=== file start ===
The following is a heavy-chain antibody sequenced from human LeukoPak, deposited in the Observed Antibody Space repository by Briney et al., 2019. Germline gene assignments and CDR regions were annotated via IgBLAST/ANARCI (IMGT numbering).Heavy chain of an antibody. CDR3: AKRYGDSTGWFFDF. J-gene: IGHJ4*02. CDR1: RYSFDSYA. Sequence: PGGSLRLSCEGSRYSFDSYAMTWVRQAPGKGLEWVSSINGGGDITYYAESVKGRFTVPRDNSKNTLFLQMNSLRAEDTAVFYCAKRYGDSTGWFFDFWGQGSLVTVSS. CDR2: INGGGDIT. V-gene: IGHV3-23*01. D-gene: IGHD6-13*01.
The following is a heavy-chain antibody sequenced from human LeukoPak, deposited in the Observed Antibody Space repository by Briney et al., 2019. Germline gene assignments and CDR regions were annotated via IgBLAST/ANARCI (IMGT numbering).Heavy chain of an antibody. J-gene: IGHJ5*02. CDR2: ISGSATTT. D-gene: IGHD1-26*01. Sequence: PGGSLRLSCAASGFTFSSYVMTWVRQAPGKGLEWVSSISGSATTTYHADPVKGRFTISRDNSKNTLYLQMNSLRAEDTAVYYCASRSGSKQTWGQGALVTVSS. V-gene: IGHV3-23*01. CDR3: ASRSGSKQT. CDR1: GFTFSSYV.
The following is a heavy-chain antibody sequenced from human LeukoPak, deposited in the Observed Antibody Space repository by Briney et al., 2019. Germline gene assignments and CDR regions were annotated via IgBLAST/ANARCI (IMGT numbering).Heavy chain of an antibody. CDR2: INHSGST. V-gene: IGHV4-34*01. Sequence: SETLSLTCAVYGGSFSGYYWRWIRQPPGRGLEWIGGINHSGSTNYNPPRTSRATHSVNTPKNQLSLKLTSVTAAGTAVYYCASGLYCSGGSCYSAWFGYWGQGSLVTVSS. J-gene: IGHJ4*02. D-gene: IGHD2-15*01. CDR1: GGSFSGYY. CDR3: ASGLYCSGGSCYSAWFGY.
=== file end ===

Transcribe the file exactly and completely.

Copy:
The following is a heavy-chain antibody sequenced from human LeukoPak, deposited in the Observed Antibody Space repository by Briney et al., 2019. Germline gene assignments and CDR regions were annotated via IgBLAST/ANARCI (IMGT numbering).Heavy chain of an antibody. CDR3: AKRYGDSTGWFFDF. J-gene: IGHJ4*02. CDR1: RYSFDSYA. Sequence: PGGSLRLSCEGSRYSFDSYAMTWVRQAPGKGLEWVSSINGGGDITYYAESVKGRFTVPRDNSKNTLFLQMNSLRAEDTAVFYCAKRYGDSTGWFFDFWGQGSLVTVSS. CDR2: INGGGDIT. V-gene: IGHV3-23*01. D-gene: IGHD6-13*01.
The following is a heavy-chain antibody sequenced from human LeukoPak, deposited in the Observed Antibody Space repository by Briney et al., 2019. Germline gene assignments and CDR regions were annotated via IgBLAST/ANARCI (IMGT numbering).Heavy chain of an antibody. J-gene: IGHJ5*02. CDR2: ISGSATTT. D-gene: IGHD1-26*01. Sequence: PGGSLRLSCAASGFTFSSYVMTWVRQAPGKGLEWVSSISGSATTTYHADPVKGRFTISRDNSKNTLYLQMNSLRAEDTAVYYCASRSGSKQTWGQGALVTVSS. V-gene: IGHV3-23*01. CDR3: ASRSGSKQT. CDR1: GFTFSSYV.
The following is a heavy-chain antibody sequenced from human LeukoPak, deposited in the Observed Antibody Space repository by Briney et al., 2019. Germline gene assignments and CDR regions were annotated via IgBLAST/ANARCI (IMGT numbering).Heavy chain of an antibody. CDR2: INHSGST. V-gene: IGHV4-34*01. Sequence: SETLSLTCAVYGGSFSGYYWRWIRQPPGRGLEWIGGINHSGSTNYNPPRTSRATHSVNTPKNQLSLKLTSVTAAGTAVYYCASGLYCSGGSCYSAWFGYWGQGSLVTVSS. J-gene: IGHJ4*02. D-gene: IGHD2-15*01. CDR1: GGSFSGYY. CDR3: ASGLYCSGGSCYSAWFGY.